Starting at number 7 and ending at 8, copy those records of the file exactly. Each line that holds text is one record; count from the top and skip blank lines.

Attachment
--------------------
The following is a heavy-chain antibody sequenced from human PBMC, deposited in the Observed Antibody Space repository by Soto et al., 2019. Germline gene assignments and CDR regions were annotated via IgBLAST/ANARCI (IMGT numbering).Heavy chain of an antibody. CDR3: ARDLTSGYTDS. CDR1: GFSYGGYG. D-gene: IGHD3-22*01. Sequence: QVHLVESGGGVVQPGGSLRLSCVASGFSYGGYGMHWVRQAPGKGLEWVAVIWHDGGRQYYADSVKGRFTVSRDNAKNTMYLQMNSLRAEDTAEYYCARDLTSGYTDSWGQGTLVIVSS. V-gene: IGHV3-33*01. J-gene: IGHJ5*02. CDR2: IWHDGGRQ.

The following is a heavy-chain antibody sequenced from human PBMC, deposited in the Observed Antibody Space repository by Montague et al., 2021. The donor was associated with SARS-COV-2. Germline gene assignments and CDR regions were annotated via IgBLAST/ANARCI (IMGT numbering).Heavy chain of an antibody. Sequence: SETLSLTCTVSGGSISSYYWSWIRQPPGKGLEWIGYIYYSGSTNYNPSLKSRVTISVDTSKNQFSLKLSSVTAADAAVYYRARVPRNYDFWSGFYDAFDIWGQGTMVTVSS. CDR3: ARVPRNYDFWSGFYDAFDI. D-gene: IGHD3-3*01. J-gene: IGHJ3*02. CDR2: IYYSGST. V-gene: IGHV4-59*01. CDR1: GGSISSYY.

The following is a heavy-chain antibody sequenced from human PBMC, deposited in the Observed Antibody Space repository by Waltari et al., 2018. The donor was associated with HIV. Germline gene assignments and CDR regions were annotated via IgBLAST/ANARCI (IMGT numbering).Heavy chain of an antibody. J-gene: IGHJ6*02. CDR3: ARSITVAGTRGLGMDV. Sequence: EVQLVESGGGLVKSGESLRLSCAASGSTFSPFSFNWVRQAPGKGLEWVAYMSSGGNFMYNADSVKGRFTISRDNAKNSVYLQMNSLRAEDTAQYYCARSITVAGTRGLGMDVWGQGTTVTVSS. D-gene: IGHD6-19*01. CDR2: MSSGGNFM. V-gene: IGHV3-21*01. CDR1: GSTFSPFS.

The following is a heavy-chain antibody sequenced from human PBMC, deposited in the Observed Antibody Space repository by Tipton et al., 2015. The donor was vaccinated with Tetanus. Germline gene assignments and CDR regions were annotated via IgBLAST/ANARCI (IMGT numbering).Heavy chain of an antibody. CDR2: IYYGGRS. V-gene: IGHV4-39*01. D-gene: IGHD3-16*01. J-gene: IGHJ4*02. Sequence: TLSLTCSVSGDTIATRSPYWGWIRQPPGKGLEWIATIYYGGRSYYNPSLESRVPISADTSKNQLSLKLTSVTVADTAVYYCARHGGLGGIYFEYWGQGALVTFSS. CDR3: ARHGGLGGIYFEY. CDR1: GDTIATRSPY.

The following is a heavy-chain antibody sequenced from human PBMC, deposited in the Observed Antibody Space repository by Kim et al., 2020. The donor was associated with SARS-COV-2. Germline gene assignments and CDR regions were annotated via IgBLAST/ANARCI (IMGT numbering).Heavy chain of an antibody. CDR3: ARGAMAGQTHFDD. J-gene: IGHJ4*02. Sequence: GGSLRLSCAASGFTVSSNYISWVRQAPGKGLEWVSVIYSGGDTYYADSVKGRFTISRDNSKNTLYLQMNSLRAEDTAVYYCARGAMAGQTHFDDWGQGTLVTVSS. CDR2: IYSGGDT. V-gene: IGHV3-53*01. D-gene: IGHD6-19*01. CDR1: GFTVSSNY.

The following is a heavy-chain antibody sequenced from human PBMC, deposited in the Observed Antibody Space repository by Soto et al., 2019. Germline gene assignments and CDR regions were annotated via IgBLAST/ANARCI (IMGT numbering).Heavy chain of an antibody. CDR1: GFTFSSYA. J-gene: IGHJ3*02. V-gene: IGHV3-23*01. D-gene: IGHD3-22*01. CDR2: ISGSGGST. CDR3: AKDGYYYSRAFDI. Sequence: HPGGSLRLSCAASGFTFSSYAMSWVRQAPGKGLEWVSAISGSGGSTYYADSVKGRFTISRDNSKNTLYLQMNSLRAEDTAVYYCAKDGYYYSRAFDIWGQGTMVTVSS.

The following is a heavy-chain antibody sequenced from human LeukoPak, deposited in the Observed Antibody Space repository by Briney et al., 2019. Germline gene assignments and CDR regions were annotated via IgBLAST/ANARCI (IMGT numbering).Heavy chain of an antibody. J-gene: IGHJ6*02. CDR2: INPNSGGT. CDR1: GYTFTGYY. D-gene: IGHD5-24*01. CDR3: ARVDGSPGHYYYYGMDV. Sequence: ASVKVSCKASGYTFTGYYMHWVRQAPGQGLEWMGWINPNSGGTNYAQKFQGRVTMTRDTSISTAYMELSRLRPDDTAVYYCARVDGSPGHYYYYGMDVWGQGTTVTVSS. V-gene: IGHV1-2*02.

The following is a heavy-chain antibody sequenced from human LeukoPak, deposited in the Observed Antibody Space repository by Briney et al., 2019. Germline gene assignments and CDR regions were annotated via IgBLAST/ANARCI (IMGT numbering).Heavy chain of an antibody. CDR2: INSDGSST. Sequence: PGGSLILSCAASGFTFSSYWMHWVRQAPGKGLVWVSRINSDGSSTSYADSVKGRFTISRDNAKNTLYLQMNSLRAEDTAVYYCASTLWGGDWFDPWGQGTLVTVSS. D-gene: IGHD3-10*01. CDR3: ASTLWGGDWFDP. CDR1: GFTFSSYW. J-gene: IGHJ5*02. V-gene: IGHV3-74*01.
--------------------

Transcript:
The following is a heavy-chain antibody sequenced from human LeukoPak, deposited in the Observed Antibody Space repository by Briney et al., 2019. Germline gene assignments and CDR regions were annotated via IgBLAST/ANARCI (IMGT numbering).Heavy chain of an antibody. J-gene: IGHJ6*02. CDR2: INPNSGGT. CDR1: GYTFTGYY. D-gene: IGHD5-24*01. CDR3: ARVDGSPGHYYYYGMDV. Sequence: ASVKVSCKASGYTFTGYYMHWVRQAPGQGLEWMGWINPNSGGTNYAQKFQGRVTMTRDTSISTAYMELSRLRPDDTAVYYCARVDGSPGHYYYYGMDVWGQGTTVTVSS. V-gene: IGHV1-2*02.

The following is a heavy-chain antibody sequenced from human LeukoPak, deposited in the Observed Antibody Space repository by Briney et al., 2019. Germline gene assignments and CDR regions were annotated via IgBLAST/ANARCI (IMGT numbering).Heavy chain of an antibody. CDR2: INSDGSST. Sequence: PGGSLILSCAASGFTFSSYWMHWVRQAPGKGLVWVSRINSDGSSTSYADSVKGRFTISRDNAKNTLYLQMNSLRAEDTAVYYCASTLWGGDWFDPWGQGTLVTVSS. D-gene: IGHD3-10*01. CDR3: ASTLWGGDWFDP. CDR1: GFTFSSYW. J-gene: IGHJ5*02. V-gene: IGHV3-74*01.